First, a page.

With a passionate interest in creating aesthetically pleasing textiles for the home, Isla Middleton sources inspiration for her designs from plant forms, flowers and natural colours from her immediate surroundings, focusing on shape, form and texture. We were delighted to find out more about her process and how she hopes to inspire people to take action...
GROWING THROUGH THE SEASONS
Can you tell us a bit about you and how you came to work in the world of textiles and printmaking?
I live and work on the edge of Dartmoor in Devon, and create nature inspired linocut designs. I studied textile design at Falmouth and specialised in print. I then went on to work freelance for a couple of years designing fabric and wallpaper designs for home furnishing companies, whilst starting to establish my own business. I was drawn to creating linocuts at the end of my degree, a way of creating depth to my repeat pattern designs at the time. I fell in love with the strong yet flowing character that can be achieved with the process. I was also inspired by old wood blocks for textile printing by Barron & Larcher and William Morris. Linocutting was a method I could easily continue after I left university, and soon became my main medium.
I have always had a great appreciation for the natural world, I grew up in the countryside and always spent lots of time outside. Plants, trees from along the hedgerows, woodlands, meadows along with vegetables and flowers from the garden are all sources of inspiration for me. I like to create work that connects and engages people to nature and the passing seasons.
Can you tell us about your growing calendars?
Growing through the Seasons fruit and vegetable calendar has been going for three years now. It’s a collaborative project with my sister Bryony Middleton, grower and gardener at Sharpham estate in Devon. I design and create all the linocut prints for each month and Bryony writes all the growing tips and advice. The idea of the calendar is to encourage, inspire and teach people to start growing their own food and through doing so connect with nature. Whilst also highlighting the importance of food sovereignty. So I hope that in a small way my prints inspire people to take action and engage with the land and nature.
You use Falcon enamelware around the home. What’s your favourite product from our ranges and what do you use it for?
I love exploring the moors and walking up the river dart so rather than in my home I love taking the enamel samphire green mugs along with me, after a dip in the river there is nothing better than warming up with a cup of tea. But in the home I love the elegant tall green jug, I use it for flowers and seed heads, which are inspiration for my work.
What's your process and can you give any tips to anyone wanting to make and create for the home?
I start by roughly sketching the plants before creating different layouts, I reference real plants and also use old plant identification books too, which I have quite a collection of! When I am happy with my design I transfer it onto the lino using tracing paper and then begin to carve away the negative space. Once finished, I use a roller to apply a thin layer of ink onto the block before printing it on paper, either by hand burnishing with a spoon or using a press.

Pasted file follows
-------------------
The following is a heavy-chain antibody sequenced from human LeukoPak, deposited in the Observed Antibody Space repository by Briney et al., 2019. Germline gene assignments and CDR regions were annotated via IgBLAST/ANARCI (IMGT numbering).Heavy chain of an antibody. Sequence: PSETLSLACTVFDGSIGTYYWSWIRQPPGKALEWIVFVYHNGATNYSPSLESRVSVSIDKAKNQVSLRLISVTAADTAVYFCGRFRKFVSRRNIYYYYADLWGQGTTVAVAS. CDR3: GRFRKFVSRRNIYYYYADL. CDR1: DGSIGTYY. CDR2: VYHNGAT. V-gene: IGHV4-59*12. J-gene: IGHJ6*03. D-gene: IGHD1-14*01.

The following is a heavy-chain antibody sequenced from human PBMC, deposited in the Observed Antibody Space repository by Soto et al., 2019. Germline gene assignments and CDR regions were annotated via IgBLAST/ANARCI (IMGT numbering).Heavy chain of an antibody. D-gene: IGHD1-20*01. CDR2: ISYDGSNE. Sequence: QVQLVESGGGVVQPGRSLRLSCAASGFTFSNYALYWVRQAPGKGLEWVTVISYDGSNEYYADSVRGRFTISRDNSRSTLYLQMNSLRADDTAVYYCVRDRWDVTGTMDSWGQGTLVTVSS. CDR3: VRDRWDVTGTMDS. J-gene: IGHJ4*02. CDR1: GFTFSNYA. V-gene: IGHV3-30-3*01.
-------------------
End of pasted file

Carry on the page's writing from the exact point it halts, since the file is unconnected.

It is a simple process that can easily be done at home, I would recommend getting some good tools to get started. You only need two or three. Pfeil tools are my favourite and for the inks I use Caligo Safe Wash inks. For people wanting to have a go at home there are plenty of things you can create, you can print onto notebooks, greetings cards, wrapping paper, t-shirts or create repeat blocks to print wallpaper or fabric.
Is there anyone you'd like to shout out about in your local area at the moment? Anywhere you source ingredients, any particular restaurants and/or cafes doing interesting things etc?
My local town Ashburton is full of inspiring cafes and small businesses which we really value here. So first up is the lovely Rafkis café serving delicious vegetarian seasonal food with a large outside area which is part of the community owned Arts Centre, a real hub of the town. We then have the Old Library restaurant for great coffee and great dining, Craft Mongers shop showcasing the most wonderful array of crafts, Ella’s Bakery for delicious bread and treats, and not to mention Creamos selling artisan Ice creams and pastries, we are very lucky here! Over the road we have Vital Seeds, a business growing and selling organic open-pollinated vegetable, herb & flower seeds. They have been a great support to my work and their seeds can be purchased online, for any keen growers and gardeners out there.
How have you been keeping during this time? Do you have any tips for small business owners?
This year has been full on, but a great year for me as well.
A highlight of the year was Bovey Tracey Craft Festival, it was an absolute joy to be interacting with customers again and meeting so many makers from around the area and exhibitors that travelled further afield to be part of the festival.
Running a creative business has lots of challenges and it is hard to balance everything, if you're not careful there is no time to create new work.
For other creative one-person business owners I would say share your passion, your process and making with your customers, people love to see what is involved in producing the work. I try to make sure I take time to still enjoy other interests or to take inspiration and replenish, like going on adventures and rambling over the moors, foraging as I go, or sewing and knitting. It's how I unwind, step back and contemplate how things are going. I think this is so important to sustain your business.
Growing through the seasons calendar 2022
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